Don’t get stopped for a broken brake light, get it replaced for free

By Ilyssa Daly
Posted 6/5/19

Motorists who are worried about being stopped for having a broken brake light, need no longer worry.To help reduce these traffic stops, the Mid-Hudson Valley Chapter of the Democratic Socialists of …

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Don’t get stopped for a broken brake light, get it replaced for free

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Motorists who are worried about being stopped for having a broken brake light, need no longer worry.

To help reduce these traffic stops, the Mid-Hudson Valley Chapter of the Democratic Socialists of America (DSA) is hosting an event open to residents with broken brake lights. On June 8, from 11 a.m. to 3 p.m., anyone with a broken brake light in their car is invited to go to the municipal parking lot on Ann Street, between Liberty St. and Johnston St. to get it replaced for free.

The DSA has existed since 1982, although it considerably grew after the 2016 election. It boasts a membership of around 55,000 people, including 300 hundred members of the Mid-Hudson Valley Chapter. The DSA is an organization dedicated to making sure that members of the community have their basic needs met for things like food, housing, education, transportation, and healthcare.

According to Peter Frase, a leader of the DSA’s Mid-Hudson Valley Chapter, the brake light clinic began in New Orleans. “Having a brake light out is one of the most common reasons that people often get pulled over by the police, which leads to interactions with law enforcement. When you’re talking about communities of color or working class communities, it often leads to bad interactions and really serious life consequences,” he said. This is the first brake light clinic in Newburgh, but the DSA recently hosted clinics in Poughkeepsie and Kingston.

The DSA’s goal is to “free oppression and all types of discrimination that currently exist in our system. Part of that is making sure that people get what they need and are not unfairly harassed or policed,” said Niklas Moran, another leader of the DSA’s Mid-Hudson Valley Chapter.

Anthony Grice, City Council Member At Large, is also involved in planning the brake light clinic.

“Joining those efforts are Community Voices Heard, the Civic Engagement Table, Rise Up Kingston, Nu-Voters Movement, the Working Families Party, other volunteers, and myself,” he said. Grice knows what it is like to have a broken brake light, as it has happened to him. He knows “the safety risk it poses to other drivers, the difficulty in finding time or money to replace it, and the concern of being pulled over.”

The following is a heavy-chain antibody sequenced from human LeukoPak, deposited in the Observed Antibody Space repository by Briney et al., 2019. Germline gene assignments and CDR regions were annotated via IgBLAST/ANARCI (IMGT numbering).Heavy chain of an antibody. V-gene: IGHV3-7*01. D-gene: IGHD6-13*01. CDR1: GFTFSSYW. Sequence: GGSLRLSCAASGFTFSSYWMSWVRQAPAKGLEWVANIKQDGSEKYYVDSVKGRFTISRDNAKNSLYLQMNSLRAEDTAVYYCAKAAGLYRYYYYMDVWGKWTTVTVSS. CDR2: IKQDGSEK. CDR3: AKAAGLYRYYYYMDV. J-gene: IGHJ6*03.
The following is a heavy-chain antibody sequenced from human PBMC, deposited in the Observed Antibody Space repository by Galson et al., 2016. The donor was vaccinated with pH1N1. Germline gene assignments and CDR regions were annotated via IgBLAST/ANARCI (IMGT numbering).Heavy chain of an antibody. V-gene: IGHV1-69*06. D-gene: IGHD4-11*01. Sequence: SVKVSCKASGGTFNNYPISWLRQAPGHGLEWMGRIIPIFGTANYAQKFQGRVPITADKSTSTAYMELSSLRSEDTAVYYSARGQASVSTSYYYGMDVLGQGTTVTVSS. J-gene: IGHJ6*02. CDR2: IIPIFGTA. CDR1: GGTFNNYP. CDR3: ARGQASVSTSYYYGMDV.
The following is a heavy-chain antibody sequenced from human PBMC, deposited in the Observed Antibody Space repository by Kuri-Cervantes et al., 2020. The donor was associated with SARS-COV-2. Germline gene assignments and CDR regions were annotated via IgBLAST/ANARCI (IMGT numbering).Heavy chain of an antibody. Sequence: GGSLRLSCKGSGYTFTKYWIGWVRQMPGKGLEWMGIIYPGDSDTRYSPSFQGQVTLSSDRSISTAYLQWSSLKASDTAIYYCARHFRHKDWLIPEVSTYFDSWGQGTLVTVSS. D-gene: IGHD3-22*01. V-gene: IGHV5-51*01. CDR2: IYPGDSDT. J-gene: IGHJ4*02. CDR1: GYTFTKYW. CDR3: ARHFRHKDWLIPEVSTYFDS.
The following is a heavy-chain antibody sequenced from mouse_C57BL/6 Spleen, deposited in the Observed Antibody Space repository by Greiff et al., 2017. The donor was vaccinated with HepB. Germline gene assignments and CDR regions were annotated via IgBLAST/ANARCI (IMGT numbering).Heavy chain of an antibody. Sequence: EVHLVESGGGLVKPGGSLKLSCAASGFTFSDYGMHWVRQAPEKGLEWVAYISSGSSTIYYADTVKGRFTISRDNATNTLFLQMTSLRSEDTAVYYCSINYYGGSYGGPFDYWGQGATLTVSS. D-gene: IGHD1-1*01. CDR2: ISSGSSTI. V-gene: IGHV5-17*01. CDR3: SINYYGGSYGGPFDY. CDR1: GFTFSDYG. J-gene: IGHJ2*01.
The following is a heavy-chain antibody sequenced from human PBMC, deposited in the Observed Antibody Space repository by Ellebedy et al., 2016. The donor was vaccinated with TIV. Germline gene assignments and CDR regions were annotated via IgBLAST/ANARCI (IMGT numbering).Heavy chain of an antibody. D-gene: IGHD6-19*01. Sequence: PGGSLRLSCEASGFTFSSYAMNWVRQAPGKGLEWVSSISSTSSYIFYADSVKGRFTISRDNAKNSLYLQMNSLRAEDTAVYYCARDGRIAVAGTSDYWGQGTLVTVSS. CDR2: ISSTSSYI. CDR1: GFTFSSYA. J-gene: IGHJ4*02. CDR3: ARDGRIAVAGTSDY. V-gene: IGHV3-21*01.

Omari Shakur, the local coordinator for the Nu-Voters Movement who is also running for City Council, teamed up with the DSA to put on this event. He believes that this brake light clinic will help destress certain members of Newburgh’s community.

“There are a lot of minority communities where they are overburdened already with high rents, and lack of jobs, and other stuff. So, that little thing of getting a brake light fixed, would be a big help [to them],” he said

Shakur indicated that Robinson Avenue “is where the highest presence of minorities are located and is where a lot of traffic stops generate.” He believes that a lot of traffic stops are occurring because police are seeing broken brake lights in the cars that drive around the area. “That’s why we became a part of this effort. If we could alleviate that problem, we can work on other things [in the community],” he said.

Grice also understands the potential economic impact on people who get pulled over for a broken brake light and then “may have a ticket, court appearance and fine.” According to Grice, “at this event, there will not be any questions asked, any income level requirements, any ID requirements, nor anything else that would hinder a person from receiving this service. We will have a mechanic from Top Notch Mechanics assisting us as well.”

According to Frase, the DSA is “interested in having sort of conversations about the intersections between poverty [along with] people’s interactions with the police and police abuse of power. And, we see the brake light clinic as a way to have conversations about all of these different things.” Both Frase and Moran believe that this is a common issue that doesn’t singularly affect Newburgh. “People are coming in contact with police namely thinking that they’ve been unfairly stopped or that they are being treated in a disrespectful manner by basically not having their rights respected,” Frase said.

Though it isn’t known if Newburgh police are actually targeting residents, Frase believes one thing is clear: “What you look like, what your skin color is, and maybe what your car looks like-- these are things that do disproportionately affect who gets stopped and who doesn’t.”

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